Thus, the plaintiff has shown sufficient evidence supporting a prima facie case for libel, and thus the balancing test of the plaintiff's interest in pursuing discovery in this case outweighs the defendant's First Amendment right to speak anonymously. The defendant's motion to quash is denied.
It is likely that Doe II has also presented a prima facie case for negligent or intentional infliction of emotional distress against Doe 21. However, because, unlike defamation, speech which inflicts emotional distress has not been specifically designated as unprotected by the First Amendment, the Court declines to use these causes of action as a basis for disclosure of Doe 21's identity.
III. Defendant's Motion to Proceed Anonymously
Parties to a lawsuit must generally identify themselves. Fed.R.Civ.P. 10(a) (complaint must "include the names of all the parties"). This rule protects the public's legitimate interest in knowing all of the facts involved, including the identities of the parties. K.D. v. City of Norwalk, No. 3:06cv406, 2006 WL 1662905, at *1 (D.Conn. 2006). Thus, "[c]ourts should not permit parties to proceed pseudonymously just to protect the parties' professional or economic life." Doe v. United Services Life Ins. Co., 123 F.R.D. 437, 439 n. 1 (S.D.N.Y. 1988). A party may proceed anonymously only after demonstrating "a substantial privacy right which outweighs the customary and constitutionally embedded presumption of openness in judicial proceedings." K.D. v. City of Norwalk, 2006 WL 1662905, at *1 (citing Fed.R.Civ.P. 10(a); Doe v. Stegall, 653 F.2d 180 (5th Cir. 1981)).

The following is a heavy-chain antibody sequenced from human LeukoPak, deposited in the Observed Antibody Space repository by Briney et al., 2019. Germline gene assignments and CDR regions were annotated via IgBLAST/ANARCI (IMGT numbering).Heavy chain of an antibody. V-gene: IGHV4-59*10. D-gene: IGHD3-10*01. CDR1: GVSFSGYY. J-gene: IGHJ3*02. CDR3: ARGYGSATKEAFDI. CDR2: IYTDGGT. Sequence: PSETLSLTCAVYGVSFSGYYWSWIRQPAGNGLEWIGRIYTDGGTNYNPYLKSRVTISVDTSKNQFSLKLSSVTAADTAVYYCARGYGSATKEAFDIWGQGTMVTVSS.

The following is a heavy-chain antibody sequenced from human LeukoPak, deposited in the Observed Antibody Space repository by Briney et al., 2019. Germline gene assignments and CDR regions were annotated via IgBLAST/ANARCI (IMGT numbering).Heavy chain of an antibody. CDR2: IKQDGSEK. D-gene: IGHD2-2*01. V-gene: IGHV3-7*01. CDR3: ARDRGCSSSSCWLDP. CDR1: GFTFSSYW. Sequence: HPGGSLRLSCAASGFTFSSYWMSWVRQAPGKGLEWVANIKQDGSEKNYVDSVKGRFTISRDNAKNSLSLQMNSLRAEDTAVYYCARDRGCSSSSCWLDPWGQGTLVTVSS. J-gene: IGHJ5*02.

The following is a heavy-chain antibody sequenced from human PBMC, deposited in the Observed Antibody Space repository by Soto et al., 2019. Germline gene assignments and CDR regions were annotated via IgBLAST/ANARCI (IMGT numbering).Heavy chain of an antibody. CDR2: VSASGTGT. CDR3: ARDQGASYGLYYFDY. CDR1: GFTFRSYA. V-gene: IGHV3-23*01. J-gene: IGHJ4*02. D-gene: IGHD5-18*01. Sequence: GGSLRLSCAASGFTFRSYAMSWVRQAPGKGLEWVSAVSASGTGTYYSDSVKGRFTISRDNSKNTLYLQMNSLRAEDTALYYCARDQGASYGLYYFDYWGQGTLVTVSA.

Doe 21 has not made a showing of any substantial privacy right or of any potential physical or mental harm as a result of being a named party to this litigation. He argues that other named defendants have been subjected to ridicule on AutoAdmit or lost employment. However, even if Doe 21 could show he was likely to receive the same alleged treatment, which he has not, these harms are not the special harms required in order to proceed anonymously, but rather social stigma, embarrassment, and economic harm, none of which are grounds for proceeding anonymously. See James v. Jacobson, 6 F.3d 233, 238-39 (4th Cir. 1993) (citing cases); Doe v. Frank, 951 F.2d 320, 324 (11 Cir. 1992); Guerrilla Girls Inc. v. Kaz, 224 F.R.D. 571, 573 (S.D.N.Y. 2004). In addition, Doe 21's argument that he should be allowed to proceed anonymously because the plaintiffs have been allowed to do so is also without merit and irrelevant to the defendant's status.
Thus, the defendant's motion to proceed anonymously is denied.
The motion of the defendant, identifying himself as Doe 21, to quash plaintiff's subpoena [Dkt. # 25] is DENIED. The defendant's motion to proceed anonymously [Dkt. # 28] is DENIED.